Home Previous Up Next

The Buddha

What's New?

Classes

Retreats

Videos

Forums

Blog

Books

Mahāsi Sayādaw

Ledi Sayādaw

Other Authors

Bhikkhu Pesala

Discourses

DPPN

Help

Contact Us

Pāḷi Words

Map of India

Related Links

Photos

OpenType Fonts


Parent Folder Previous Page

© You may print any of these books for your own use. However, all rights are reserved. You may not use any of the site content on your own website, nor for commercial distribution. To publish the books, permission must be sought from the appropriate copyright owners. If you post an extract on a forum, post a link to the appropriate page. Please do not link directly to PDF, MP3, or ZIP files. (Updated on 12 July, 2018)




Home Next Page

Attadaṇḍa Suttaṃ

(Sn.182)

Taking Up A Weapon

Introduction

At one time the Buddha’s relatives, the Sakyā, were taking up arms to fight with their neighbours, the Koliyā, over the irrigation waters of the river Rohīṇī, which divided their territories. The Buddha admonished them, asking them which was more valuable, blood or water, and the conflict was averted. Out of gratitude, 250 youths from each clan went forth as monks.

Translation

“Fear is born from taking up weapons. See how people fight!
I will tell you of the urgency,¹ that arose in me.

“Seeing the people thrashing about like fish in shallow water,
Having enmity for each other, seeing them alarm ² arose in me.

“Throughout the entire world, emptiness pervaded all directions.
Wanting an abode for myself, I saw nowhere that was unoccupied.

“Seeing them locked in continuous conflict I became alarmed
Then I perceived a dart, difficult to see, buried deep in their hearts.

“Whoever is pierced by this arrow, runs about in all directions.
However, once it is pulled out, one neither runs nor sinks.

“Therein, whatever skills are learnt in this infatuated world
One should not be intent on sensual pleasures,
But should train oneself for nibbāna.

“Truthful and not impudent, honest and free from slander,
The evils of anger, greed, and avarice should be overcome by a sage.

“Shun sleeping, laziness, and sloth, do not associate with the heedless.
Not remaining conceited, a man should focus on cessation.

“Do not be led into falsehood, do not be infatuated by forms,
Fully understand pride, do not act in haste.

“Do not delight in the old, do not form affection for the new.
Do not sorrow over the past, nor develop craving for what is imagined.⁴

“Greed I call the great flood, obsession I call longing.
The foundation of fixation is the mire of sensuality so difficult to transcend.

“The sage, not deviating from the truth, is a brahmin standing on firm ground.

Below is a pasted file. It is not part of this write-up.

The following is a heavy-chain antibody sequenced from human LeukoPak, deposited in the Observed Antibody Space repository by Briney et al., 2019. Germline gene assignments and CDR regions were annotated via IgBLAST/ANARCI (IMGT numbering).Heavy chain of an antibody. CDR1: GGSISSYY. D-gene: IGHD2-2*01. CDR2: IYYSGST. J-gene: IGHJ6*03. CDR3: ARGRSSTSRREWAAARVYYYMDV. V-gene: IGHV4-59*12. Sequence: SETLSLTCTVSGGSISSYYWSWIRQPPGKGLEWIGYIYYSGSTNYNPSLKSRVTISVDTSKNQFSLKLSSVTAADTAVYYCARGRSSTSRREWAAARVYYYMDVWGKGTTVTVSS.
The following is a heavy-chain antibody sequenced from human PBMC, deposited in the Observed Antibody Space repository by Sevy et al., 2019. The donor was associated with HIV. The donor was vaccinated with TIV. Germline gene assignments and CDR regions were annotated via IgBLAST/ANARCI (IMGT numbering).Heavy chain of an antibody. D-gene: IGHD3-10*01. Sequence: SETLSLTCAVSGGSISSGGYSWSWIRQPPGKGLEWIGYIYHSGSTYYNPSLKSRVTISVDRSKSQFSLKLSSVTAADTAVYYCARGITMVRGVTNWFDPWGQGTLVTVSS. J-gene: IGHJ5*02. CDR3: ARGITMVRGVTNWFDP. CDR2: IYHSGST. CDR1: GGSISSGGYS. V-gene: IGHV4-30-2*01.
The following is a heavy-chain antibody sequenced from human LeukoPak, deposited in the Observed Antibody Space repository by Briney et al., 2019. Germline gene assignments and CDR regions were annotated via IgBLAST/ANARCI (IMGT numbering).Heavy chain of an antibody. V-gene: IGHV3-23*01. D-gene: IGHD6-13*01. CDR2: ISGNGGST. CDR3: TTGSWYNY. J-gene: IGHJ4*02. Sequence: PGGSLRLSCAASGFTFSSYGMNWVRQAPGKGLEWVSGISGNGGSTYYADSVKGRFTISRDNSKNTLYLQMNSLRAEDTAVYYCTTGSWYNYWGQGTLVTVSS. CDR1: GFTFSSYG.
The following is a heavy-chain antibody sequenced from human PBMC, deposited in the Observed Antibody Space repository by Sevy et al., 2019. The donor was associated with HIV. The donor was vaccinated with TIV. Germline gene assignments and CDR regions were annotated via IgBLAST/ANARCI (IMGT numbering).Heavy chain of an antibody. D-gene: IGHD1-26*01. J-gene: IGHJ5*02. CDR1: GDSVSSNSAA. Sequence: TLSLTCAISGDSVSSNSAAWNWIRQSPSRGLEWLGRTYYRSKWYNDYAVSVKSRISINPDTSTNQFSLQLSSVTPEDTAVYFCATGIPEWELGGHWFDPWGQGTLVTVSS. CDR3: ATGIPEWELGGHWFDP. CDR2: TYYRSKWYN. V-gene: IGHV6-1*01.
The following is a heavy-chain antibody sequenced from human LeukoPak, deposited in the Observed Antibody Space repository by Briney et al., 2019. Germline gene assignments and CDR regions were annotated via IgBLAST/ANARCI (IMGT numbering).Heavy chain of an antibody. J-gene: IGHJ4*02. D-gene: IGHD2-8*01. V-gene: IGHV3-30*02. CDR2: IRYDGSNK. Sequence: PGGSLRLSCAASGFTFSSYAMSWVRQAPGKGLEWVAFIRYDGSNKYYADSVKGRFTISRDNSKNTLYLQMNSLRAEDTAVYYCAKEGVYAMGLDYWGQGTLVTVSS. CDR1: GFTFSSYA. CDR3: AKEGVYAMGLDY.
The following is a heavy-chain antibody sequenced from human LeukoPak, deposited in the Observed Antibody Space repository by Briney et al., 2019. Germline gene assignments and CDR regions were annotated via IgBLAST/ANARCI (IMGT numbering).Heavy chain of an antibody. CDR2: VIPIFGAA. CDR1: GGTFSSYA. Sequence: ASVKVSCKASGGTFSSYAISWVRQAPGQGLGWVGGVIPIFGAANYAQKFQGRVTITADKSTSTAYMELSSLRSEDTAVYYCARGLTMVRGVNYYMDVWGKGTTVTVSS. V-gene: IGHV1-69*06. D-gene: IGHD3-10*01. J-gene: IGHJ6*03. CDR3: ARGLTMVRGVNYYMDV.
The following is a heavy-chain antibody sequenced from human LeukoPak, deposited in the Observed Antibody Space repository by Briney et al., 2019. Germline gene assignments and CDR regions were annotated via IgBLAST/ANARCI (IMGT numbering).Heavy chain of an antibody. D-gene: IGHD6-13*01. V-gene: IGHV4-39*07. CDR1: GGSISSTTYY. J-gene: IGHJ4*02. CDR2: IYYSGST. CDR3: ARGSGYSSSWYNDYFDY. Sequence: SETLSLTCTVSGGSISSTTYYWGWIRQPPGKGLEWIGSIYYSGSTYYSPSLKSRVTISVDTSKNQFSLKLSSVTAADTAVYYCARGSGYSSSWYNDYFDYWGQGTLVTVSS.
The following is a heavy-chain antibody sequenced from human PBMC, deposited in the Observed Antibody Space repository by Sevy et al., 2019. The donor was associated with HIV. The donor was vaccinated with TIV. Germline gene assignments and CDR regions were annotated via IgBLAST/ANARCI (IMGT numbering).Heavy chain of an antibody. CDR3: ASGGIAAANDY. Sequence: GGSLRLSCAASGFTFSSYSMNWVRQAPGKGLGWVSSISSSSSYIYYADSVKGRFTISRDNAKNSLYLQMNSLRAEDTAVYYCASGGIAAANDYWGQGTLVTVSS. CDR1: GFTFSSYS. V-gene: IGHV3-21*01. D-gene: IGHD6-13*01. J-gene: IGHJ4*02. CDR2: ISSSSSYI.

Having relinquished everything, he is indeed called a saint who is calmed.

“The wise man who truly knows, having realised the Dhamma independently,
Behaving rightly in the world, he envies no one here.

“One here who crosses over desire, breaks the bond so hard to transcend.
Neither grieves nor worries, having cut the stream is without bonds.

“Wither away what came before, after let there be nothing.
In between grasp nothing, wandering at peace.

“In all mind and matter, regard nothing as one’s own.
Not grieving for what does not exist, one loses nothing in the world.

“One who does not think, ‘This is mine,’ or ‘That belongs to others,’
Not finding anything as a self, he cannot grieve thinking, ‘This is not mine.’

“Neither cruel nor greedy, free from desire, he is equanimous everywhere.
That is the benefit that I declare, if asked about one who is unshakeable.

“Desireless, understanding, accumulating nothing.
Abstaining from any endeavour,⁵ he sees peace everywhere.

“The sage does not say that he is the same, nor inferior, nor superior.
The calmed saint is without meanness, he does not take nor reject.”

Notes

1. Urgency (saṃvega).

2. Alarm (bhaya). The Buddha is entirely free from fear, but foreseeing the danger for his relatives, he knew that he needed to intervene immediately to stop pointless slaughter and much evil kamma.

3. Skills are learnt (sikkhānugīyanti) in this world to earn a living. Every responsible parent urges their children to get a good education and learn some trade in order to earn a living. Someone who has no skill or qualification can only do some menial labour. The motivation is to enjoy better and more refined sensual pleasures. It is better to be intent on gaining knowledge and skills to help others achieve well-being and happiness, than to be intent on enjoying sensual pleasures.

4. Ākāsa: The sky, space, or a game played in one’s mind. If people cannot enjoy sensual pleasures in the present, they recollect pleasures enjoyed in the past, or fantasize about pleasures that they wish to enjoy in the future. One should abandon day-dreams, and dwell in the present.

5. One who has not yet attained Arahantship has to strive and make an effort to achieve that goal, but one who has attained the goal is at peace. He has no more ambition.

000webhost logo